That said, the new troupe has an energy all their own. The topics of the plays were more political in nature, which I liked. For example, one consisted of an actor writing DECENCY at one end of a thirty-foot-long chalkboard then drawing a LONG line to the words CHILD RAPE, finally drawing a line below the word CHILD RAPE that points to the word BREITBART, comparing the publication to that dark side of the spectrum, which was quite funny. 

The Infinite Wrench creates a team atmosphere, each guest receiving a name tag with a color upon walking into the theatre. Teams are decided by the color designated and get to decide the next play by yelling out their color when the actors say “Next” at the end of their sketch. Five stations each of different colors (red, blue, green, pink, and yellow) hold five plays that are randomly selected by the actor after running towards the color the actors hear first. But the overall goal is to complete thirty plays in sixty minutes, a timer set just after the actors explain the rules to the audience.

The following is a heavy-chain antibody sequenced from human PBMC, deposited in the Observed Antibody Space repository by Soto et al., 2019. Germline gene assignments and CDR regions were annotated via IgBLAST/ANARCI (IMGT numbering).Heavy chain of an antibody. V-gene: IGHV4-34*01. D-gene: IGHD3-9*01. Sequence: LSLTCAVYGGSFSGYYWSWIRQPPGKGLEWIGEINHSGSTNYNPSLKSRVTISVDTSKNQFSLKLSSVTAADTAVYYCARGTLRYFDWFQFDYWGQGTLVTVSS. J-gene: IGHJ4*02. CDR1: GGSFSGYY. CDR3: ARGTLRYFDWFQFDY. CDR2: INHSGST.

Each play varies in content and could come in the form of monologues, musical numbers and/or group sketches, some being silly-funny (First Man on the Moon) while some poignant and some perhaps a bit nonsensical. The audience is warned by the actors that all plays, inspired by something they have experienced, might not be as funny when acted out as they may have been while writing them. If such is the case, the play is scrapped and a new one reworked into the next show though new plays are worked in weekly regardless. Each play introduced into the show is written by one of the performing actors.